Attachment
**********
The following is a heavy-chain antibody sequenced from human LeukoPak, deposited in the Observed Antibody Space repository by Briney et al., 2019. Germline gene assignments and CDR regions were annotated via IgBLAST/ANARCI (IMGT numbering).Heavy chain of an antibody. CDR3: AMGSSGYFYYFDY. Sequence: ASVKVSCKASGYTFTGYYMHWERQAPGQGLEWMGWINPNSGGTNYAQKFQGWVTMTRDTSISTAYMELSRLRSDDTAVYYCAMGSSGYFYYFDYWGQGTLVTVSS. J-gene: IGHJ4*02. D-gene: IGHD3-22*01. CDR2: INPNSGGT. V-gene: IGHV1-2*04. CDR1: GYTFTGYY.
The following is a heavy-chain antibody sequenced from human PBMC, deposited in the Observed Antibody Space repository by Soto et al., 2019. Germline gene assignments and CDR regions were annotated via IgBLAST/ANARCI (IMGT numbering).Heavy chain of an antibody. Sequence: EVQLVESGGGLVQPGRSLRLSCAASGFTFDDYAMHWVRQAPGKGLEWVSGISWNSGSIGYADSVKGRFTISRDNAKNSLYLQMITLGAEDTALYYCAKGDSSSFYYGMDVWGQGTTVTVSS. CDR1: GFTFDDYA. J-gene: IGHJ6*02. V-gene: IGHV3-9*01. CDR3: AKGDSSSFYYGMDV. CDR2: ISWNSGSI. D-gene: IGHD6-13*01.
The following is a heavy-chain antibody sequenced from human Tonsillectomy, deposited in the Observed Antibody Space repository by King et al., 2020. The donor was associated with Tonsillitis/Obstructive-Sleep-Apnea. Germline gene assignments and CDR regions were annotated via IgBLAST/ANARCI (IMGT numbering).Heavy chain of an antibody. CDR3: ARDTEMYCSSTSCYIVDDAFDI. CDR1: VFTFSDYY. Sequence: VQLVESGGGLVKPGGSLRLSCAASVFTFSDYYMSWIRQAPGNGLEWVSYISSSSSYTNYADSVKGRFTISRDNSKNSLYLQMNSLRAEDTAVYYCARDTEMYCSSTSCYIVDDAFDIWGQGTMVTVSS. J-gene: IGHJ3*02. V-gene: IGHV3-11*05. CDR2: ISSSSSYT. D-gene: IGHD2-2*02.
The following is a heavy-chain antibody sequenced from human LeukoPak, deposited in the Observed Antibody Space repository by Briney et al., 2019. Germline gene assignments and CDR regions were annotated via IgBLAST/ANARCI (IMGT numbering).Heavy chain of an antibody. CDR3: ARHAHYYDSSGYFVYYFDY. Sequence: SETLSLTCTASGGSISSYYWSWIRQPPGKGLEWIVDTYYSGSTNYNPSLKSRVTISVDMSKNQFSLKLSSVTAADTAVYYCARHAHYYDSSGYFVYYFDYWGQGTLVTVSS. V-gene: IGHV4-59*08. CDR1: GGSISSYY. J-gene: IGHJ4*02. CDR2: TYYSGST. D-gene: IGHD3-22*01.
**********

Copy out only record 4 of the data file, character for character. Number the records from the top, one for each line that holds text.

The following is a heavy-chain antibody sequenced from human LeukoPak, deposited in the Observed Antibody Space repository by Briney et al., 2019. Germline gene assignments and CDR regions were annotated via IgBLAST/ANARCI (IMGT numbering).Heavy chain of an antibody. CDR3: ARHAHYYDSSGYFVYYFDY. Sequence: SETLSLTCTASGGSISSYYWSWIRQPPGKGLEWIVDTYYSGSTNYNPSLKSRVTISVDMSKNQFSLKLSSVTAADTAVYYCARHAHYYDSSGYFVYYFDYWGQGTLVTVSS. V-gene: IGHV4-59*08. CDR1: GGSISSYY. J-gene: IGHJ4*02. CDR2: TYYSGST. D-gene: IGHD3-22*01.